Politicians typically push for an increase in the high school graduation rate. They want to increase college degrees too, for that matter. But who will benefit and who will lose?
The law of supply and demand tells us that as the percentage of students receiving diplomas increases, the value of that diploma decreases. Its value depends on its scarcity. When nearly everyone has a diploma, the credential offers little competitive advantage. It will only retain a certain defensive utility, because not having one would then be a devastating handicap. But is that what we want?
Let’s suppose high schools produce even more graduates. What will happen? Youngsters who do not, perhaps cannot, go to college will be hardest hit. They depend on their high school diploma to still open a few doors. So an increase in the graduation rate will further devalue their diploma. It will become even more serviceable than it is now.
You might think that if we do produce more graduates, at least kids will be better educated. But that's not necessarily so. The easiest way, sometimes the only way, to increase the number of high school graduates is to quietly lessen the requirements for graduation. Many inner city and rural poverty schools already have tacitly adopted such a policy: "Come to school most of the time, generally behave yourself and we will give you a diploma." Essentially, it's you pretend to learn and we'll pretend to teach you. This tacit policy then often degenerates to: "Come to school at least some of the time, don't create major disruptions and we will give you that diploma." Consequently there are high school graduates who can barely read.
Don't think these dynamics are confined to basic education. They are influencing higher education, big time. Fed by political correctness, professors and/or administrators who kick academic butt and take names have become unwelcome. Encouraged, even ordered, by the administration the contemporary professor is required to cox, cajole and coddle. And this is precisely how we get college graduates who remain barely literate.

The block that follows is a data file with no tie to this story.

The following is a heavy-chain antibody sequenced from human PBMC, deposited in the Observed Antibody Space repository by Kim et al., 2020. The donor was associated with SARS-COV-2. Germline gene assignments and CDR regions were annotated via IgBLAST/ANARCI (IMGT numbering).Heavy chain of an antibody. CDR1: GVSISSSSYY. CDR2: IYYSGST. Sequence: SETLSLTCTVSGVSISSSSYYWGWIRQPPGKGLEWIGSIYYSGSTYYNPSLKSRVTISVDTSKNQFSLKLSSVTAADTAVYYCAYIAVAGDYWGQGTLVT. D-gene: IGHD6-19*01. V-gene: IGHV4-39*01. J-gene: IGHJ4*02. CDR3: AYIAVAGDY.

It isn't just political correctness that feeds this cancer. It is also financial pressures. Administrators have to pay the bills and applicants are scarcer these days. And despite the politically correct rhetoric that is often disingenuous, that's precisely why administrators pressure professors to not discomfort or discourage tuition paying customers.
Of course professors have their own motive for laxity. Keeping a sufficient number of students on their role. Do it has come to pass that political correctness, teamed with administrative and professorial financial concerns, are murdering the intellectual rigor higher education requires.
How can a professor do their job if they fail to challenge students to consider discomforting ideas? How can they avoid that without failing to encourage thought and growth? Serious thoughts about important things are, by their very nature, discomforting and disconcerting. And serious thought about important things is ultimately what higher education is all about.
Remember too, college degrees are subject to the very same law of supply and demand that applies to high school diplomas. The more plentiful they are, the less value they have. That's why it is now often necessary to get an advanced degree to gain the same competitive advantage that a bachelor's degree used to confer.
So how can we get out of this mess? Toughen graduation requirements at every level and reduce the number of high school and college diploma recipients. This will increase the diploma’s value and offer a boost to those who must depend on them for competitive advantage. It will also reduce the number of "students" who trouble classrooms by discounting learning and having no interest in reducing their ignorance. These drones just want that piece of paper.
This drastic solution to a drastic problem means fewer students, fewer teachers, fewer professors, and fewer institutions of higher education. Many jobs will disappear. Unemployment roles will swell with youngsters who are currently engaged in pretending to be students. Will this prove politically and practically unacceptable? Yes, it certainly will. That's why it won't happen. But that doesn't mean it shouldn't happen. -GKC
For a more detailed examination of this and related issues See Dissecting School Benefits"